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Chris Cuomo fired by CNN after aiding governor brother and other ‘new allegations’

Suspended for advising Andrew M. Cuomo, the star host was dismissed days later. A new report now says a lawyer told CNN of a sexual misconduct claim.

Chris Cuomo in New York in 2019. (Evan Agostini/Invision/AP)
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Just four days after announcing that he would be indefinitely suspended from the network, CNN has terminated its star host Chris Cuomo following an investigation conducted by a law firm that it said had turned up “additional information” about him.

Cuomo was suspended by CNN on Tuesday, a day after documents released by New York Attorney General Letitia James showed that he was more extensively involved in helping to defend his brother, then-Gov. Andrew M. Cuomo (D), against allegations of sexual misconduct than he had acknowledged — either publicly or to CNN management.

On Dec. 4, CNN fired host Chris Cuomo, just four days after announcing that he would be indefinitely suspended. (Video: Reuters)

The network had said at the time that Cuomo’s suspension was “pending further evaluation,” without specifying how long that process would take or who would conduct it.

In a statement early Saturday evening, the network said that it had “retained a respected law firm” to review Chris Cuomo’s involvement in his brother’s crisis-management efforts and that “in the process of that review, additional information has come to light. Despite the termination, we will investigate as appropriate.”

The network did not initially say what that “additional information” related to. But late Saturday night, CNN acknowledged that “new allegations” were brought to the network regarding Cuomo’s conduct.

While “Chris’s conduct with his brother’s defense” had already given CNN “cause to terminate,” a company spokesperson said shortly before midnight, “when new allegations came to us this week, we took them seriously, and saw no reason to delay taking immediate action.”

CNN’s late-night statement followed a report from the New York Times, that prominent employment lawyer Debra S. Katz approached CNN on Wednesday with an allegation of sexual misconduct that a former colleague at another network made against Chris Cuomo.

Katz did not immediately reply to The Washington Post’s request for comment. Steven Goldberg, a spokesperson for Chris Cuomo, denied the allegation: “These apparently anonymous allegations are not true,” he said in a statement shared with The Washington Post. “If the goal in making these false and unvetted accusations was to see Mr. Cuomo punished by CNN, that may explain his unwarranted termination.”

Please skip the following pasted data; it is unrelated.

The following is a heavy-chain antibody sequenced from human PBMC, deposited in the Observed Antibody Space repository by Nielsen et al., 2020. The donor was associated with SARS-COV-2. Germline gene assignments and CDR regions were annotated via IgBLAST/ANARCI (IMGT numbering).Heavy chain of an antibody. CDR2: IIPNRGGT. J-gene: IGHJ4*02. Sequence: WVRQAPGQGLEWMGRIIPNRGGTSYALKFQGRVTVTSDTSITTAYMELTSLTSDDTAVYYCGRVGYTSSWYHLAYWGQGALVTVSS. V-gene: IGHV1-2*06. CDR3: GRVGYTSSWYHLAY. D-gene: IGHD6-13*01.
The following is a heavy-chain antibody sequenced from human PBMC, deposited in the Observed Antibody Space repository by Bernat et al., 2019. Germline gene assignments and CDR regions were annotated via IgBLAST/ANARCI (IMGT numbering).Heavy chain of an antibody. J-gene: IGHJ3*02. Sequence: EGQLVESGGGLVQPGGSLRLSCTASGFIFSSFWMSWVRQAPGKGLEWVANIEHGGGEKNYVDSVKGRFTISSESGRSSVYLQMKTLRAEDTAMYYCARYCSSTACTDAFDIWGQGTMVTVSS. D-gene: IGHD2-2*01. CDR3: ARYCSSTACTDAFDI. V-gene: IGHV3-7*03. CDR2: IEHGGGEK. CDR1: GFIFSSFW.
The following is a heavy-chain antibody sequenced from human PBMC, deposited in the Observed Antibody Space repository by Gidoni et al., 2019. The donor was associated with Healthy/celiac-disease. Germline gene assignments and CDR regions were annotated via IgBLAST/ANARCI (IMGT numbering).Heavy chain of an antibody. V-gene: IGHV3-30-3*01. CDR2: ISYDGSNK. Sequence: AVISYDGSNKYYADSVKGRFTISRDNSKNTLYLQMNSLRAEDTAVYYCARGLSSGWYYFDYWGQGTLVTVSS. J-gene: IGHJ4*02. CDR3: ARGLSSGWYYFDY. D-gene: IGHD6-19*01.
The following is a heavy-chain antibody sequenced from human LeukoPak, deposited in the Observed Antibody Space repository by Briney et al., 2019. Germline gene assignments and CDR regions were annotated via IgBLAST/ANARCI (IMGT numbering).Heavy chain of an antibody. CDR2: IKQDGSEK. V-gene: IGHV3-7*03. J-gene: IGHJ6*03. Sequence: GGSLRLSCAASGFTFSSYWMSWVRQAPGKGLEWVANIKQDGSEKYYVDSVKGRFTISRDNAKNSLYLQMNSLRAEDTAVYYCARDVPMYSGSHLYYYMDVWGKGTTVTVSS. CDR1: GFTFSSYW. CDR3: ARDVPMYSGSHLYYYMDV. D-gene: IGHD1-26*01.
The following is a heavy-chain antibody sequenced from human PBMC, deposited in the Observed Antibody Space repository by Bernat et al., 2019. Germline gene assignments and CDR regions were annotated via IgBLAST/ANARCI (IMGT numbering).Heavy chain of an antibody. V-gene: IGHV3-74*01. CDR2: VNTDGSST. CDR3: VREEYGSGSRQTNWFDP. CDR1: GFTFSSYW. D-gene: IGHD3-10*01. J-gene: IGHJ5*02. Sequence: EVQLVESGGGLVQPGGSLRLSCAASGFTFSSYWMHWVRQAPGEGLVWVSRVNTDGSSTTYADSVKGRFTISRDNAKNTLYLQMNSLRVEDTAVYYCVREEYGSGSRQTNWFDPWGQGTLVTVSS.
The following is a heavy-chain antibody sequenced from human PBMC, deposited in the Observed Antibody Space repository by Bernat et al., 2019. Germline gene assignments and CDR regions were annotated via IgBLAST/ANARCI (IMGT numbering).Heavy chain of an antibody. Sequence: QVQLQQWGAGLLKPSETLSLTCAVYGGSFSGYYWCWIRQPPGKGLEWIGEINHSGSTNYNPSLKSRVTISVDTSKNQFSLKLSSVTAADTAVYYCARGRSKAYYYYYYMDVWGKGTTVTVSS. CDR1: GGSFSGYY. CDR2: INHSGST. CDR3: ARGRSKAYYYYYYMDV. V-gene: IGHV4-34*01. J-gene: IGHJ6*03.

His firing completes a quick and shocking turnabout for the legendary Cuomo family. Early last year, the anchor and the governor — sons of three-term New York Gov. Mario Cuomo (D) — were lauded in some circles as heroes of the coronavirus pandemic for their jocular and reassuring joint appearances on CNN to discuss early responses to the coronavirus crisis. Andrew M. Cuomo resigned as governor in August after James, the state attorney general, reported that he had sexually harassed 11 women during his time in office.

It seemed for several months that Chris Cuomo, the host of CNN’s most-watched show, might weather the scandal — until the release of James’s extensive investigative documents this week. CNN president Jeff Zucker broke the news in a memo to employees on Saturday evening.

“Today, I let Chris Cuomo know that we are ending his employment at CNN,” he wrote. “It goes without saying that these decisions are not easy, and there are a lot of complex factors involved.”

Cuomo acknowledged his abrupt termination in a statement on Twitter.

“This is not how I want my time at CNN to end but I have already told you why and how I helped my brother,” he said. “So let me now say as disappointing as this is, I could not be more proud of the team at Cuomo Prime Time … I owe [the Cuomo Prime Time team] and will miss that group of special people who did really important work.”

Since his suspension, the 9 p.m. hour on CNN had been hosted by anchor Anderson Cooper, extending his normal 8 p.m. show. Next week, Cuomo’s time slot is scheduled to be filled by CNN Saturday morning host Michael Smerconish. But the network had not yet settled on hosting plans beyond next week, and it will now have a bigger task on hand finding a permanent 9 p.m. host.

Cuomo’s suspension led to a round of speculation about whether he would ultimately leave the network, but someone close to the situation told The Post on Wednesday that Cuomo’s fate had not been decided and that the network would be guided by the results of “further evaluation.”

From May: With his star status secure at CNN, Chris Cuomo skirts controversy again

On his SiriusXM radio show Wednesday afternoon, Cuomo told listeners that he was “embarrassed” by the network’s decision to suspend him but promised to respect the network’s evaluation process. “I know they have a process that they think is important,” he said. “So, I’m not going to talk about this anymore than that.”